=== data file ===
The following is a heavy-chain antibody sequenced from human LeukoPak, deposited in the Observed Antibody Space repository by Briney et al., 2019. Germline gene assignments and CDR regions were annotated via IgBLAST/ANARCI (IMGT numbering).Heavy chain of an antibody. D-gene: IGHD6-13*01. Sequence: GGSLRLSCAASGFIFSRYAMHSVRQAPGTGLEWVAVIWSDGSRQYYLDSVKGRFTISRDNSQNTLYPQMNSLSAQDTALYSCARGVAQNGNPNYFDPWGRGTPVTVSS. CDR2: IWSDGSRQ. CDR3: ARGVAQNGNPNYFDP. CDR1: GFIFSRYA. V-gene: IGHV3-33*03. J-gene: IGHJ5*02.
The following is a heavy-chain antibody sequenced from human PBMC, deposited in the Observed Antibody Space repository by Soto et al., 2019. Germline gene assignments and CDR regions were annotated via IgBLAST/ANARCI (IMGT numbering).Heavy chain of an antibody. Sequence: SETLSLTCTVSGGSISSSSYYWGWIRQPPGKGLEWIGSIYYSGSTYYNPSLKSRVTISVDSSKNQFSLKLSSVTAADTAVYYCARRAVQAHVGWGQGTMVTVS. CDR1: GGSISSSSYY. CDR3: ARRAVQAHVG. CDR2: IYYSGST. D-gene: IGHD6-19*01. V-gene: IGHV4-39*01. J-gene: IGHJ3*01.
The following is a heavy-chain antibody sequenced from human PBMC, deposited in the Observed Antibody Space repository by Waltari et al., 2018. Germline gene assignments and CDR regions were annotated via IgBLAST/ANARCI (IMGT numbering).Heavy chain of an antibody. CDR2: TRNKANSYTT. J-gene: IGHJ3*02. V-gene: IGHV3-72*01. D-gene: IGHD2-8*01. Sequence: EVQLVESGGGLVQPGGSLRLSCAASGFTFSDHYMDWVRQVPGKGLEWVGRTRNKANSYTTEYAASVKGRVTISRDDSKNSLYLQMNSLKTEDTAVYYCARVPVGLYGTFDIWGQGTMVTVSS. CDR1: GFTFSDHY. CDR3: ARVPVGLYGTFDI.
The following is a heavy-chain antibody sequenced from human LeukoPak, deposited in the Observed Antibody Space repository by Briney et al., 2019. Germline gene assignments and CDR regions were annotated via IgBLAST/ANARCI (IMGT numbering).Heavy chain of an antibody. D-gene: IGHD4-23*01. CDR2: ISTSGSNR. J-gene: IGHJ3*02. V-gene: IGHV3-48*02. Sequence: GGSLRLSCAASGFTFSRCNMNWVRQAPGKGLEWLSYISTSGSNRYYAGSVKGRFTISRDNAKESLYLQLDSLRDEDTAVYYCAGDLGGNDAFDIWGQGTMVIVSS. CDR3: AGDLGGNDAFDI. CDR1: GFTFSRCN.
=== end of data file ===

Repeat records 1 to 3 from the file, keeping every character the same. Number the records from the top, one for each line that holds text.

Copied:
The following is a heavy-chain antibody sequenced from human LeukoPak, deposited in the Observed Antibody Space repository by Briney et al., 2019. Germline gene assignments and CDR regions were annotated via IgBLAST/ANARCI (IMGT numbering).Heavy chain of an antibody. D-gene: IGHD6-13*01. Sequence: GGSLRLSCAASGFIFSRYAMHSVRQAPGTGLEWVAVIWSDGSRQYYLDSVKGRFTISRDNSQNTLYPQMNSLSAQDTALYSCARGVAQNGNPNYFDPWGRGTPVTVSS. CDR2: IWSDGSRQ. CDR3: ARGVAQNGNPNYFDP. CDR1: GFIFSRYA. V-gene: IGHV3-33*03. J-gene: IGHJ5*02.
The following is a heavy-chain antibody sequenced from human PBMC, deposited in the Observed Antibody Space repository by Soto et al., 2019. Germline gene assignments and CDR regions were annotated via IgBLAST/ANARCI (IMGT numbering).Heavy chain of an antibody. Sequence: SETLSLTCTVSGGSISSSSYYWGWIRQPPGKGLEWIGSIYYSGSTYYNPSLKSRVTISVDSSKNQFSLKLSSVTAADTAVYYCARRAVQAHVGWGQGTMVTVS. CDR1: GGSISSSSYY. CDR3: ARRAVQAHVG. CDR2: IYYSGST. D-gene: IGHD6-19*01. V-gene: IGHV4-39*01. J-gene: IGHJ3*01.
The following is a heavy-chain antibody sequenced from human PBMC, deposited in the Observed Antibody Space repository by Waltari et al., 2018. Germline gene assignments and CDR regions were annotated via IgBLAST/ANARCI (IMGT numbering).Heavy chain of an antibody. CDR2: TRNKANSYTT. J-gene: IGHJ3*02. V-gene: IGHV3-72*01. D-gene: IGHD2-8*01. Sequence: EVQLVESGGGLVQPGGSLRLSCAASGFTFSDHYMDWVRQVPGKGLEWVGRTRNKANSYTTEYAASVKGRVTISRDDSKNSLYLQMNSLKTEDTAVYYCARVPVGLYGTFDIWGQGTMVTVSS. CDR1: GFTFSDHY. CDR3: ARVPVGLYGTFDI.